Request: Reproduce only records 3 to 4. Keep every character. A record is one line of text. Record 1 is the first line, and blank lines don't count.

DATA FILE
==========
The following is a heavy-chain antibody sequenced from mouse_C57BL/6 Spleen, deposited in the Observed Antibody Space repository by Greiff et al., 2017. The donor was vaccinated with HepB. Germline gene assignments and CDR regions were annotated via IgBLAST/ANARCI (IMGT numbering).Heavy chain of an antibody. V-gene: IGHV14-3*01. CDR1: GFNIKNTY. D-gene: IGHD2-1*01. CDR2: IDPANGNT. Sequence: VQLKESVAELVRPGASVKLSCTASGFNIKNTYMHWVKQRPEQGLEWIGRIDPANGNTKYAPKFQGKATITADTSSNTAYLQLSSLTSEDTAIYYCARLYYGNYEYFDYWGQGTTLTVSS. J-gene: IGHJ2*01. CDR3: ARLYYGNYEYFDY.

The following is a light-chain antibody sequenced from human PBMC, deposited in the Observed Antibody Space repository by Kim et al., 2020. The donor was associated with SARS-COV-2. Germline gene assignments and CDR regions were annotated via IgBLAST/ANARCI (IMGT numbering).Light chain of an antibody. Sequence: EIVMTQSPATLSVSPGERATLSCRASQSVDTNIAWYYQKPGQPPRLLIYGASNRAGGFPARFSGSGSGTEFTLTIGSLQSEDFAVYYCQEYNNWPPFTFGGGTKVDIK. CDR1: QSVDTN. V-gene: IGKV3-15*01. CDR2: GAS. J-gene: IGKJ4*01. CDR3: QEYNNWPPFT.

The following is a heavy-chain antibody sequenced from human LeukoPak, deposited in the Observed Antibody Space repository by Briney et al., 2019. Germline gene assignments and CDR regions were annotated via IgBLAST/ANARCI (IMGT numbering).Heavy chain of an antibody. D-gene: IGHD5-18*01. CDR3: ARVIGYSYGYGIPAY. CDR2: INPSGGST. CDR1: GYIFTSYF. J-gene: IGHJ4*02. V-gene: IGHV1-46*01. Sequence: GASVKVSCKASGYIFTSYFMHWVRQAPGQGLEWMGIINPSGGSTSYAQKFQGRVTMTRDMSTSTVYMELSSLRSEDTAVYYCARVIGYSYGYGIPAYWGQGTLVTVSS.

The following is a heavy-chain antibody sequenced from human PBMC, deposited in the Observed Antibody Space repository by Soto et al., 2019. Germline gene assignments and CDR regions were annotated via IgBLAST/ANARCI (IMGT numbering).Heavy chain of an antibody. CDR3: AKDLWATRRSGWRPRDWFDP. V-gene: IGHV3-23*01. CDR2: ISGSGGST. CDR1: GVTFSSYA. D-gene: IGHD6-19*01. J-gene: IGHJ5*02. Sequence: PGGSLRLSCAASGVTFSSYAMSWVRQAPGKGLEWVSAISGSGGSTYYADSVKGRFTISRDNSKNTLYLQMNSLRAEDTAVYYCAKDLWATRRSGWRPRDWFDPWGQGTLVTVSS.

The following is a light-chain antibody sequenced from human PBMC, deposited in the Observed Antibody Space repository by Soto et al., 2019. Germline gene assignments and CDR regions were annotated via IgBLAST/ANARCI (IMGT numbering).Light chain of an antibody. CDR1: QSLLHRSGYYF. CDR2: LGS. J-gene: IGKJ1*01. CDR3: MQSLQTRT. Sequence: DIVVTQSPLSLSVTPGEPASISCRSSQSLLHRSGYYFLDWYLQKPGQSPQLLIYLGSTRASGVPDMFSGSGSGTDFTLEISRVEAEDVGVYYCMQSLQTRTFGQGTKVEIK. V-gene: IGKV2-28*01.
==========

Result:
The following is a heavy-chain antibody sequenced from human LeukoPak, deposited in the Observed Antibody Space repository by Briney et al., 2019. Germline gene assignments and CDR regions were annotated via IgBLAST/ANARCI (IMGT numbering).Heavy chain of an antibody. D-gene: IGHD5-18*01. CDR3: ARVIGYSYGYGIPAY. CDR2: INPSGGST. CDR1: GYIFTSYF. J-gene: IGHJ4*02. V-gene: IGHV1-46*01. Sequence: GASVKVSCKASGYIFTSYFMHWVRQAPGQGLEWMGIINPSGGSTSYAQKFQGRVTMTRDMSTSTVYMELSSLRSEDTAVYYCARVIGYSYGYGIPAYWGQGTLVTVSS.

The following is a heavy-chain antibody sequenced from human PBMC, deposited in the Observed Antibody Space repository by Soto et al., 2019. Germline gene assignments and CDR regions were annotated via IgBLAST/ANARCI (IMGT numbering).Heavy chain of an antibody. CDR3: AKDLWATRRSGWRPRDWFDP. V-gene: IGHV3-23*01. CDR2: ISGSGGST. CDR1: GVTFSSYA. D-gene: IGHD6-19*01. J-gene: IGHJ5*02. Sequence: PGGSLRLSCAASGVTFSSYAMSWVRQAPGKGLEWVSAISGSGGSTYYADSVKGRFTISRDNSKNTLYLQMNSLRAEDTAVYYCAKDLWATRRSGWRPRDWFDPWGQGTLVTVSS.